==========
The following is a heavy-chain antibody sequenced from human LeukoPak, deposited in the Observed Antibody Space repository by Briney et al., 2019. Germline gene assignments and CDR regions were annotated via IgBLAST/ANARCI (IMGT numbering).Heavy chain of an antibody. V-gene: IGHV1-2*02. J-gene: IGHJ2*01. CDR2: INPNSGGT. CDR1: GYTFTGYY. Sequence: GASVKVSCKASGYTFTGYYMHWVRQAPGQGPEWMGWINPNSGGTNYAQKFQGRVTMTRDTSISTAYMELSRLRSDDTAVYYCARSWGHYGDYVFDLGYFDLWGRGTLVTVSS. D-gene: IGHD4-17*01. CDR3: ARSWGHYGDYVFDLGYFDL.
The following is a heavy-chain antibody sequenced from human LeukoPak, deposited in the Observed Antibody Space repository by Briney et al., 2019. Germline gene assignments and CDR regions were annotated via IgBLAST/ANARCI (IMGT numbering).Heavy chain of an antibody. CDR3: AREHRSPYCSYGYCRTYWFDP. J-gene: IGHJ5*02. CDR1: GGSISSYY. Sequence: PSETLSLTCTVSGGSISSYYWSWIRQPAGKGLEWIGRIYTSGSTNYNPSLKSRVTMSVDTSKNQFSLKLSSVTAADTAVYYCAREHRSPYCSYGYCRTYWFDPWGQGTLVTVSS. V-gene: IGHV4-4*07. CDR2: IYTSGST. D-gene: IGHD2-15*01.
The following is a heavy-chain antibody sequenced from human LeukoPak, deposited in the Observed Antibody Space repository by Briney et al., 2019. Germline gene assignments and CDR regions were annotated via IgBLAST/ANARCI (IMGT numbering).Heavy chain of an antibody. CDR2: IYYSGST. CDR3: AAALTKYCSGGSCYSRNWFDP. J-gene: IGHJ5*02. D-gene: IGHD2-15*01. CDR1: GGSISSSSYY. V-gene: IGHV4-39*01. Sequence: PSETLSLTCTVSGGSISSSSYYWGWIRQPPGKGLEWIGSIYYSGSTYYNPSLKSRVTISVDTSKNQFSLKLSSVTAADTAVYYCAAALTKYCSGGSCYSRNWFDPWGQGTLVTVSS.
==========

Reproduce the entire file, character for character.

The following is a heavy-chain antibody sequenced from human LeukoPak, deposited in the Observed Antibody Space repository by Briney et al., 2019. Germline gene assignments and CDR regions were annotated via IgBLAST/ANARCI (IMGT numbering).Heavy chain of an antibody. V-gene: IGHV1-2*02. J-gene: IGHJ2*01. CDR2: INPNSGGT. CDR1: GYTFTGYY. Sequence: GASVKVSCKASGYTFTGYYMHWVRQAPGQGPEWMGWINPNSGGTNYAQKFQGRVTMTRDTSISTAYMELSRLRSDDTAVYYCARSWGHYGDYVFDLGYFDLWGRGTLVTVSS. D-gene: IGHD4-17*01. CDR3: ARSWGHYGDYVFDLGYFDL.
The following is a heavy-chain antibody sequenced from human LeukoPak, deposited in the Observed Antibody Space repository by Briney et al., 2019. Germline gene assignments and CDR regions were annotated via IgBLAST/ANARCI (IMGT numbering).Heavy chain of an antibody. CDR3: AREHRSPYCSYGYCRTYWFDP. J-gene: IGHJ5*02. CDR1: GGSISSYY. Sequence: PSETLSLTCTVSGGSISSYYWSWIRQPAGKGLEWIGRIYTSGSTNYNPSLKSRVTMSVDTSKNQFSLKLSSVTAADTAVYYCAREHRSPYCSYGYCRTYWFDPWGQGTLVTVSS. V-gene: IGHV4-4*07. CDR2: IYTSGST. D-gene: IGHD2-15*01.
The following is a heavy-chain antibody sequenced from human LeukoPak, deposited in the Observed Antibody Space repository by Briney et al., 2019. Germline gene assignments and CDR regions were annotated via IgBLAST/ANARCI (IMGT numbering).Heavy chain of an antibody. CDR2: IYYSGST. CDR3: AAALTKYCSGGSCYSRNWFDP. J-gene: IGHJ5*02. D-gene: IGHD2-15*01. CDR1: GGSISSSSYY. V-gene: IGHV4-39*01. Sequence: PSETLSLTCTVSGGSISSSSYYWGWIRQPPGKGLEWIGSIYYSGSTYYNPSLKSRVTISVDTSKNQFSLKLSSVTAADTAVYYCAAALTKYCSGGSCYSRNWFDPWGQGTLVTVSS.